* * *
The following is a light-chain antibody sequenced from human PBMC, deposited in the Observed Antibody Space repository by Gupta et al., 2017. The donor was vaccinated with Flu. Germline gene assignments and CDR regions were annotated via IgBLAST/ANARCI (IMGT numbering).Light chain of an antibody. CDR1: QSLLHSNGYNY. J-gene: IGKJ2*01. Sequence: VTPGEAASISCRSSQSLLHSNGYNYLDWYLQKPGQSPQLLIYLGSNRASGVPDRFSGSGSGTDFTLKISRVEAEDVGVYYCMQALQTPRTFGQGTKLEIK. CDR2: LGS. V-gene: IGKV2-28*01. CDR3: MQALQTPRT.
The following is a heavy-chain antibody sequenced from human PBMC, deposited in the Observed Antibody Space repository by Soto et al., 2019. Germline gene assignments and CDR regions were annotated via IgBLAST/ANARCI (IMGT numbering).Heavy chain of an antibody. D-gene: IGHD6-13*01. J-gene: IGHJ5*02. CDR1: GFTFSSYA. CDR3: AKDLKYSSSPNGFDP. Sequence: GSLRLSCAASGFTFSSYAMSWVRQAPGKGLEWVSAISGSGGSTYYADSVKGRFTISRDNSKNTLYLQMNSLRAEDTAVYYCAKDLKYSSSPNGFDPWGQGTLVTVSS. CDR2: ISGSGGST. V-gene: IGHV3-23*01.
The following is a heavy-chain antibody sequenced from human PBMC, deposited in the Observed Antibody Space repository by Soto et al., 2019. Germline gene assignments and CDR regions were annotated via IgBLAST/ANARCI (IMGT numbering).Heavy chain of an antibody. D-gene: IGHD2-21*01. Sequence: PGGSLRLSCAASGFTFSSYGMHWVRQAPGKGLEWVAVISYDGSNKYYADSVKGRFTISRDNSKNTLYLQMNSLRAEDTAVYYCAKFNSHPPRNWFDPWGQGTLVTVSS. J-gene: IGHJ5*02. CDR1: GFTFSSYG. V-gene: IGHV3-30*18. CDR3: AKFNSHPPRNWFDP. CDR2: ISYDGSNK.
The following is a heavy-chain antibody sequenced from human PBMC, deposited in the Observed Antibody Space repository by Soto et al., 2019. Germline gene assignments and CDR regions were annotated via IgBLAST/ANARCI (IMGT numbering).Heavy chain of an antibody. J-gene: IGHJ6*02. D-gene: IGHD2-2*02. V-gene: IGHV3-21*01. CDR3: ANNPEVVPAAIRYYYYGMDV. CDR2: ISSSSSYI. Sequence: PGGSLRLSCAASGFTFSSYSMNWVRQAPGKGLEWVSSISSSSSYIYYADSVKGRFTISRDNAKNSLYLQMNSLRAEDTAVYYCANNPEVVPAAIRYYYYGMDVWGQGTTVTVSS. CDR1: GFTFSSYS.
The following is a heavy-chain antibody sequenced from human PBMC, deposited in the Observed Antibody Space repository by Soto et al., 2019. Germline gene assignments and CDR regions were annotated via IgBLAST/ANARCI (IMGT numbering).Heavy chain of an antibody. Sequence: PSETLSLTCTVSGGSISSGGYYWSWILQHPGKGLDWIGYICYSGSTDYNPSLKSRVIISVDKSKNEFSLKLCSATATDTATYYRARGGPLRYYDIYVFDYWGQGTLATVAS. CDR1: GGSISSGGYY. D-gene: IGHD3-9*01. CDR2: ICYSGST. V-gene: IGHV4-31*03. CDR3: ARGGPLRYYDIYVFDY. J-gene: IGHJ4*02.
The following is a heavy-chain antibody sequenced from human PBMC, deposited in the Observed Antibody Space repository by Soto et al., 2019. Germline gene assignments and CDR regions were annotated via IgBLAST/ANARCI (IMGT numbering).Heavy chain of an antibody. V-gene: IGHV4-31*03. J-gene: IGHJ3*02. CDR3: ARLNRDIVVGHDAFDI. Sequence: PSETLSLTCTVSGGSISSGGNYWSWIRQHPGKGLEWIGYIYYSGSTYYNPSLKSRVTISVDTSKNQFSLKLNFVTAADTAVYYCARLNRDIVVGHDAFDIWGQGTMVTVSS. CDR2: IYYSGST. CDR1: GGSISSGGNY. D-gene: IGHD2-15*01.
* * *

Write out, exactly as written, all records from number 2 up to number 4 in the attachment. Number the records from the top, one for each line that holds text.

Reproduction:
The following is a heavy-chain antibody sequenced from human PBMC, deposited in the Observed Antibody Space repository by Soto et al., 2019. Germline gene assignments and CDR regions were annotated via IgBLAST/ANARCI (IMGT numbering).Heavy chain of an antibody. D-gene: IGHD6-13*01. J-gene: IGHJ5*02. CDR1: GFTFSSYA. CDR3: AKDLKYSSSPNGFDP. Sequence: GSLRLSCAASGFTFSSYAMSWVRQAPGKGLEWVSAISGSGGSTYYADSVKGRFTISRDNSKNTLYLQMNSLRAEDTAVYYCAKDLKYSSSPNGFDPWGQGTLVTVSS. CDR2: ISGSGGST. V-gene: IGHV3-23*01.
The following is a heavy-chain antibody sequenced from human PBMC, deposited in the Observed Antibody Space repository by Soto et al., 2019. Germline gene assignments and CDR regions were annotated via IgBLAST/ANARCI (IMGT numbering).Heavy chain of an antibody. D-gene: IGHD2-21*01. Sequence: PGGSLRLSCAASGFTFSSYGMHWVRQAPGKGLEWVAVISYDGSNKYYADSVKGRFTISRDNSKNTLYLQMNSLRAEDTAVYYCAKFNSHPPRNWFDPWGQGTLVTVSS. J-gene: IGHJ5*02. CDR1: GFTFSSYG. V-gene: IGHV3-30*18. CDR3: AKFNSHPPRNWFDP. CDR2: ISYDGSNK.
The following is a heavy-chain antibody sequenced from human PBMC, deposited in the Observed Antibody Space repository by Soto et al., 2019. Germline gene assignments and CDR regions were annotated via IgBLAST/ANARCI (IMGT numbering).Heavy chain of an antibody. J-gene: IGHJ6*02. D-gene: IGHD2-2*02. V-gene: IGHV3-21*01. CDR3: ANNPEVVPAAIRYYYYGMDV. CDR2: ISSSSSYI. Sequence: PGGSLRLSCAASGFTFSSYSMNWVRQAPGKGLEWVSSISSSSSYIYYADSVKGRFTISRDNAKNSLYLQMNSLRAEDTAVYYCANNPEVVPAAIRYYYYGMDVWGQGTTVTVSS. CDR1: GFTFSSYS.